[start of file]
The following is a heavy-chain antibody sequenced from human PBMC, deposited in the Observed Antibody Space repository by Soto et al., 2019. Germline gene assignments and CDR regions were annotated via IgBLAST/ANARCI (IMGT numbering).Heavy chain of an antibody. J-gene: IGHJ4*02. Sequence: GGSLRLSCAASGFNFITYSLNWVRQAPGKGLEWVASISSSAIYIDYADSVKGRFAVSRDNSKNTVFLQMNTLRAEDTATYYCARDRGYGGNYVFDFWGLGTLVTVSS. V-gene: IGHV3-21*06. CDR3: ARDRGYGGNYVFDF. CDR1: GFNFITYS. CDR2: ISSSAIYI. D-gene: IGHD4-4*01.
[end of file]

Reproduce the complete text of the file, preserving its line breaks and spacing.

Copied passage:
The following is a heavy-chain antibody sequenced from human PBMC, deposited in the Observed Antibody Space repository by Soto et al., 2019. Germline gene assignments and CDR regions were annotated via IgBLAST/ANARCI (IMGT numbering).Heavy chain of an antibody. J-gene: IGHJ4*02. Sequence: GGSLRLSCAASGFNFITYSLNWVRQAPGKGLEWVASISSSAIYIDYADSVKGRFAVSRDNSKNTVFLQMNTLRAEDTATYYCARDRGYGGNYVFDFWGLGTLVTVSS. V-gene: IGHV3-21*06. CDR3: ARDRGYGGNYVFDF. CDR1: GFNFITYS. CDR2: ISSSAIYI. D-gene: IGHD4-4*01.